Arsène Wenger and Arsenal enjoy rare day of happiness in fraught times | Amy Lawrence

Amy Lawrence at Wembley
Arsène Wenger reacts to the final whistle at Wembley and confirmation of Arsenal’s place in the FA Cup final. Photograph: Toby Melville/Reuters

Just for a moment, unfettered by the constricting context of this turbulent season and the grisly dance around the topic of that contract, the sun broke through. Arsène Wenger stood in his technical area and the body language all around him was positive. Gabriel Paulista – a player apparently reborn during the course of the match – won another battle of wills with the threatening Leroy Sané. Mesut Özil and Alex Oxlade-Chamberlain shared a boosting handshake as they passed each other on the pitch. The German juggled the ball casually as he waited to restart the game. Behind them, the Arsenal supporters waved their flags and basked in the glow of the goal from Alexis Sánchez that eventually put their team into yet another FA Cup final.

In that pause in the match nothing much mattered apart from the fact that for once just about everyone associated with Arsenal looked happy. The possibility, the hope, that all football clubs need at a very basic level, opened up. There are still big conversations to be had but that’s for another day.

In the past couple of years the FA Cup has been Wenger’s saving grace. The Wembley experience has not always been enjoyable – the equivalent semi-final when his contract was last winding down was one of the most excruciating matches of his 21-year tenure. Arsenal squeaked past Wigan on that occasion in 2014 and Wenger spent most of the afternoon pacing, barely able to watch, wearing a tortured expression before release came via a penalty shootout. Football, bloody football.

The strangest thing happened to Arsenal during this semi-final. Over the course of the 120 minutes they visibly rediscovered how to battle and scrap, to reboot the confidence that had shrivelled up during a generally fraught 2017.

Confidence, as Wenger has often said, is the easiest thing to lose and the hardest thing to gain. For a team whose belief has resembled melting marshmallows during their worst humiliations this season, this tussle against Manchester City allowed Arsenal to reacquaint themselves with that invaluable friend. Wenger’s patented handbrake, which has been sticky for ages, slowly loosened up.

Even when he looks half-finished the old fighter in Wenger never feels like giving up, and the tweak in his tactical strategy turned out to be an important factor. A largely fruitless search for a reliable lineup since the turn of the year – one with the required mix of attacking composure and defensive stubbornness – led him to break with tradition and shuffle his pack tactically. The back three suddenly introduced at Middlesbrough last Monday (last used 20 years before) was retained at Wembley against far more dangerous opposition. It was a mechanism designed to try to rebuild faith, to try to remind the players how to play football without tension, as much as anything else.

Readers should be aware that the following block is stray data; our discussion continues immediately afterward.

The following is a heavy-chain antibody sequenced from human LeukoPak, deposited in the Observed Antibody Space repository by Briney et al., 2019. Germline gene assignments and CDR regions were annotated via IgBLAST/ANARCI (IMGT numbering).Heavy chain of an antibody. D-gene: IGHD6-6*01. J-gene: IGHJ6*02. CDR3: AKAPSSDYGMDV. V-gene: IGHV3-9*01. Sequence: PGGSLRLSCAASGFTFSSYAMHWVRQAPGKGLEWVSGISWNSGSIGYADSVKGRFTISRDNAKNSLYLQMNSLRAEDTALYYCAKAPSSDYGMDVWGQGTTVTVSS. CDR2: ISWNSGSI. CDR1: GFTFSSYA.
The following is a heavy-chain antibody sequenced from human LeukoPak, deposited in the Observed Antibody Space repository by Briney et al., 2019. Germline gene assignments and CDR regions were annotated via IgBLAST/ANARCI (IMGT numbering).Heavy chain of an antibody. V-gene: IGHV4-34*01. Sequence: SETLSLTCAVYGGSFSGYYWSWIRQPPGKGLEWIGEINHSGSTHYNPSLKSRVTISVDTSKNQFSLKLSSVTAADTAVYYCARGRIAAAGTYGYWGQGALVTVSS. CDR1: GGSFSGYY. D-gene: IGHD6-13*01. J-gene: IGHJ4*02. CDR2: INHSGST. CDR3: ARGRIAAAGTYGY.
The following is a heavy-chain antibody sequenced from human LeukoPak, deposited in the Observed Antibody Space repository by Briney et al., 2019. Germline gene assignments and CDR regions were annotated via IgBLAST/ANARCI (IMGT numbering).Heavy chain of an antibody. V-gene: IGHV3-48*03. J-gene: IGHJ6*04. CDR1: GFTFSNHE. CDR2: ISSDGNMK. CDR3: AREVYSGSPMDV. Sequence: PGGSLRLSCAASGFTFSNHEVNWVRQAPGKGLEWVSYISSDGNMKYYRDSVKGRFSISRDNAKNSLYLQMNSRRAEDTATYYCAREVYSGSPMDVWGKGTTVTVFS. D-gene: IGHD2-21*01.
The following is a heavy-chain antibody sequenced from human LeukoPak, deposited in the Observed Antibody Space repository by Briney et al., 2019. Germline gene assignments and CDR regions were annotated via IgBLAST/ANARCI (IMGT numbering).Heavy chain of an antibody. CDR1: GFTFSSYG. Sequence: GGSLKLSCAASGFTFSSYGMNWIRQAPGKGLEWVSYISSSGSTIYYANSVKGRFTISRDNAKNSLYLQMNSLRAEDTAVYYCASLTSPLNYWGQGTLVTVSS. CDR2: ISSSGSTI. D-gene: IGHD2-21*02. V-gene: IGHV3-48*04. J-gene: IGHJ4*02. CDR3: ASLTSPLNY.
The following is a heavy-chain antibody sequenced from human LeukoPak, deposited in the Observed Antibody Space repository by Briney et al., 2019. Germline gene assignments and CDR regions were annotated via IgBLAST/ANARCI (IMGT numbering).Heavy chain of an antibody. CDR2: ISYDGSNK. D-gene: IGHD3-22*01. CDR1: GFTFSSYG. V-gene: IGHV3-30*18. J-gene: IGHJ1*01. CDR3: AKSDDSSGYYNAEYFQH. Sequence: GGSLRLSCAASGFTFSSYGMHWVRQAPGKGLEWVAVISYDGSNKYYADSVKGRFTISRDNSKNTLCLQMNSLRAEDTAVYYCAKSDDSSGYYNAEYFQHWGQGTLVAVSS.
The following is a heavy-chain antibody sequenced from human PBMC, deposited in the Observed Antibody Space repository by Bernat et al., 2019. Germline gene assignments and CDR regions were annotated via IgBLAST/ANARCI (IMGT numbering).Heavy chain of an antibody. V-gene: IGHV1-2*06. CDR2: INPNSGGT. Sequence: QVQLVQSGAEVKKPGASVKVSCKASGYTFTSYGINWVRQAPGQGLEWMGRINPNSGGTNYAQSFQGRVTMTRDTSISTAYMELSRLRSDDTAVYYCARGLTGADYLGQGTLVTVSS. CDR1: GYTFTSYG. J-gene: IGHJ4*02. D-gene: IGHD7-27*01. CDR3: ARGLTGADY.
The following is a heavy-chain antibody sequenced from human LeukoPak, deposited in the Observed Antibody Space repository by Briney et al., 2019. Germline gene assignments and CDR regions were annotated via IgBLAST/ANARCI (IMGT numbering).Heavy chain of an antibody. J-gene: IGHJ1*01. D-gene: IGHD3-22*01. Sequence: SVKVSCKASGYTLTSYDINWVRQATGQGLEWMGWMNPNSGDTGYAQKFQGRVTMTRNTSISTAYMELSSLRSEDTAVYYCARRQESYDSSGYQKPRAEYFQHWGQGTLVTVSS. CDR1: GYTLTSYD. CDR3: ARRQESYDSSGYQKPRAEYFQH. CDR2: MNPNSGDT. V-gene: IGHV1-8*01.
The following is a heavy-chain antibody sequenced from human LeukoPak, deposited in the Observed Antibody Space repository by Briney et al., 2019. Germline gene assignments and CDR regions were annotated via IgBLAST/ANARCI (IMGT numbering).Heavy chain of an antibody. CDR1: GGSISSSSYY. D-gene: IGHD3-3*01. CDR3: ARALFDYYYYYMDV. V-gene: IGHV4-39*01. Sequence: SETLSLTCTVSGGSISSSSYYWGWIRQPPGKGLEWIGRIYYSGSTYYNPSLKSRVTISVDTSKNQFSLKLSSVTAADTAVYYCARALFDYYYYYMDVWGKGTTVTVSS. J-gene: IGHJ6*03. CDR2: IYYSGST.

Initially there were some familiar sights that a tinkered tactic could not fix. A propensity to stand off, allowing City periods in the opening exchanges to have a quick think about life, the universe and everything before picking a pass, was alarming.

Riding their luck in the first half, with City’s frustrations about the loss of the midfielder David Silva to a stray knee in the back of a thigh compounded by a disallowed goal, one thing Arsenal did show was an improved sense of how to scrap and hang on in there.

On the back of that they began to feel some freedom, some enthusiasm, returning to their game. Wouldn’t you believe it, that suckered them into conceding the opening goal.

With so many Arsenal players up the pitch in search of a breakthrough, Aaron Ramsey’s concession of possession was calamitous. A pinpoint release from Yaya Touré sparked one of those moments when every pair of eyes in the stadium widens, when every heartbeat stutters for a moment to see what happens next. As it happened Sergio Agüero’s touch was heavy enough to have given Petr Cech the encouragement to consider running out to claim but the experienced keeper hesitated. Agüero had all the time in the world to execute his finish.

It felt ominously telling. The three centre-backs selected by Wenger were all high up the field when Ramsey blundered. Switched formation, same old Arsenal? Not quite. Where a situation like this has led to panic in Wenger’s ranks recently, this time they refocused quickly and energetically. The equaliser was another consequence of the new tactics as the move was made by a combination between the two wing-backs. The excellent Alex Oxlade-Chamberlain, Arsenal’s most direct and inventive presence in recent weeks, hooked the ball across for Nacho Monreal to jab in at the near post. With his wrong foot. This was different, all right.

Arsenal’s resolve, in responding rather than folding at the hint of a setback, stood them in good stead. Although they rode their luck when City twice struck the frame of the goal, as the game wore on they showed more intensity at both ends of the pitch than is normally the case when they are exposed to big game pressure.

Arsenal, and Wenger, march on.

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